Solve Big Problems And Test New Ideas With A Quick Sprint

Sprint bookSprint by Jake Knapp, John Zeratsky and Braden Kowitz reveals a process that focuses on making very rapid design and product improvements by focusing on a specific project for a period of one week. The book says it is a method “to solve big problems, test new ideas, get more done, and do it faster.”

The book is based on the “design sprint”, a five day problem solving process that Jake Knapp created while working at Google. His ‘sprints’ were used on Google Search, Chrome and Google X. Jake then joined Google Ventures, a part of Google that invests in startups and then grows them into successful companies. It was there that he met his co-authors Braden Kowitz and John Zeratsky, who had worked on products like YouTube, Gmail and Google Trends. Together they have run over 100 sprints with their portfolio companies and this book claims to be the distillation of those experiences.

I’ll admit I wasn’t sure if I should spend time reading this book. It was based on a method used by companies and requires a team of up to seven people. However, this includes a number of experts, including a finance expert who knows the finances of your business, a marketing expert familiar with your competitive environment, and someone familiar with your customers. If you run a solo or low employee business you are probably those experts anyway. So I decided to ignore the big company aspects and just concentrate on the process.

For many businesses the traditional method of approaching a problem is to research a market to uncover insights into the products or services they could offer, then develop and test the solutions. In the ‘sprint’ approach you design a prototype first, then test it to uncover more insights. You learn by testing rapidly built prototypes first, not by focus groups and surveys.

Esentially the first three days are spent working through ideas and solutions, day four is spent on prototyping, and on day five you stage a user test. So within one week you solve the problem conceptually and create a prototype.

The book breaks this process down further. The ‘sprint’ runs from Monday to Friday, but I’m going to present it in terms of days. Each day starts at 10am and runs to 5pm with lunch and breaks between sessions, but if you’re a solopreneur or don’t have to round up and coordinate a lot of people you can follow your own timetable.

Day 1: You start by creating a path for the sprint week. Start with the end in mind and identify the goal you want to achieve by the end of the fifth day. What would success look like? What problem(s) would achieving the goal solve? What answers do you need?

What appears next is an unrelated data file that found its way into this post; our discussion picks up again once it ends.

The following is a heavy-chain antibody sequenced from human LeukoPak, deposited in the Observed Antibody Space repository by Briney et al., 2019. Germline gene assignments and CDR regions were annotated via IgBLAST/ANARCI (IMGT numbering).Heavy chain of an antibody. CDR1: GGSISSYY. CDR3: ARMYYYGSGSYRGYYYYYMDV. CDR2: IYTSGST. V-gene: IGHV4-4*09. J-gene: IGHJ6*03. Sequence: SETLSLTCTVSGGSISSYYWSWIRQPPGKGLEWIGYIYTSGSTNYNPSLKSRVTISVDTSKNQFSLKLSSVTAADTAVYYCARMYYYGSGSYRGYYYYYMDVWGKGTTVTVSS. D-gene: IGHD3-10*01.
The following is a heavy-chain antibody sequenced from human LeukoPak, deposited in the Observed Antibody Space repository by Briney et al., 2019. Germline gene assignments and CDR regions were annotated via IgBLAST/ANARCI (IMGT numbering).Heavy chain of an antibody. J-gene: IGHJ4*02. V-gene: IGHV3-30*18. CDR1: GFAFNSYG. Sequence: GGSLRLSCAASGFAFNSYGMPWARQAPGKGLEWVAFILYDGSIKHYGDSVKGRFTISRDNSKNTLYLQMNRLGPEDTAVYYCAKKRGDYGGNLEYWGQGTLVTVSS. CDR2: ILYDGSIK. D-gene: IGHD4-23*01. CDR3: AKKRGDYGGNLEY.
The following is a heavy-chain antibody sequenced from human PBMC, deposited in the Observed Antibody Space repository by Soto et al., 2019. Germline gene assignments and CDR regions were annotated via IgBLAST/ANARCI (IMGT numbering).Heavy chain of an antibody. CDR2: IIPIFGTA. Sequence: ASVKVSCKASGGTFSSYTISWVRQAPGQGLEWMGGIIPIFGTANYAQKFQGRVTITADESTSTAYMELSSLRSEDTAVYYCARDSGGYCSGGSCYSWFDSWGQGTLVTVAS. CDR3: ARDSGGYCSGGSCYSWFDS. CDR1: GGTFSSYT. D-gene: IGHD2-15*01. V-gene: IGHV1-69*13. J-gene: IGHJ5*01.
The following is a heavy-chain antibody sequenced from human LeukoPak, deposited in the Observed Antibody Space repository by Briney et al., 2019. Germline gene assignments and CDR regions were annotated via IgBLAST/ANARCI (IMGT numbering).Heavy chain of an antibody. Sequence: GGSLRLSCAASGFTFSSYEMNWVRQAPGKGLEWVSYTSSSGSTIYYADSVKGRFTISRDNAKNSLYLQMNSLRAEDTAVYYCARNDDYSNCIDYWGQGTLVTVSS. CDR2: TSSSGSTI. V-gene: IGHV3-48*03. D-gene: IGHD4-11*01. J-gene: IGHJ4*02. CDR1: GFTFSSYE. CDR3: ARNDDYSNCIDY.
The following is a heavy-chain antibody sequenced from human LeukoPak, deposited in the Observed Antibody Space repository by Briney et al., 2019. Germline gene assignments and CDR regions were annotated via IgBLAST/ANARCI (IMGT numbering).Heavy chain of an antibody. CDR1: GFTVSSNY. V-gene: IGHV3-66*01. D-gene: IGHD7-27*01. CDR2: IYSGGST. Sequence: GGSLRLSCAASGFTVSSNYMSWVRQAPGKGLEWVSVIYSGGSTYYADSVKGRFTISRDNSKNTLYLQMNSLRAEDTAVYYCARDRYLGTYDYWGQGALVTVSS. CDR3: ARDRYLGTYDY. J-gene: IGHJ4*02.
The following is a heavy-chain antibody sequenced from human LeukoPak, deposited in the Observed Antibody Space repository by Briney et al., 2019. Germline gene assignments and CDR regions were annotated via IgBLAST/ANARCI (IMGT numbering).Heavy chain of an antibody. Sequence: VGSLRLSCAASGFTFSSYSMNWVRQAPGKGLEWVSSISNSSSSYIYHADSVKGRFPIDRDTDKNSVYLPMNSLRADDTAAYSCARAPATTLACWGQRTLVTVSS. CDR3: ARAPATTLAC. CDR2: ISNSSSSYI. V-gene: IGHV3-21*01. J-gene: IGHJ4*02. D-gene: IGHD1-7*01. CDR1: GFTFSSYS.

Day 2: Start finding solutions by reviewing what’s already on the table. Consider which of the existing possible solutions you can remix and improve. The core principle of design thinking is that “all design is redesign”. So each member of the team (or just you, if you are working alone) works individually to create redesign variations and then creates a rough ‘sketch prototype’ of their preferred remix. The goal for this day is to produce these sketch prototypes ready for the next day.

DAY 3: In the morning, the team (or just you) critiques the sketch prototypes, selects those most likely to succeed and decides which one to progress or which ones to combine and progress. This is done using a voting process involving coloured stickers placed on the sketches. Next you turn the winning sketch into a customer storyboard that outlines the steps from product discovery to purchase, use and disposal.

Day 4: You adopt a “fake it till you make it” philosophy and convert the storyboard into a realistic prototype that you can present to a customer and learn from their feedback. It doesn’t have to be a finished product, it’s a prototype. So you can use Powerpoint, Keynote or a word processor to summarise a digital product, or outline a sales page. You could create a prototype advertisement or even build a rough webpage to send people to. Alternatively produce some prototype packaging or a brochure related to your product or service.

Day 5: It’s test day. Share your prototype with customers and record their reactions. The authors suggest you get the prototype to five customers as that number will probably identify around 80% of all problems. Collect feedback with followup questions and combine the answers with your observations and customer comments to get an early insight into how end users will see the product or service. If feedback is favourable you can get an idea of how successful your solution might be. You’ll also get an idea of what and how to improve.

So what insights can we take from this process?

  • Take time to map out the problem and decide on the goal you are aiming for.
  • If you are working as a team it’s best to work independently to come up with possible solutions instead of brainstorming as a group. Then present the options, discuss, vote, then optimise.
  • The quick development and voting aspects of the process stop progress being held up by endless debates and deferring decisions.
  • Develop a quick and easy prototype that you can immediately show a few customers.
  • Once your customers have seen your prototype observe their reactions and get feedback so you can learn, adapt and optimise.

In summary, if your product or service is fairly straightforward ‘sprints’ can help move you forward quickly and give you the chance to fix obvious issues at an early stage.

If you’re interested in taking a closer look at this process you’ll find the book at http://www.thesprintbook.com. There are also free resources, including slides and pdfs, and there’s a bonus pack available too.

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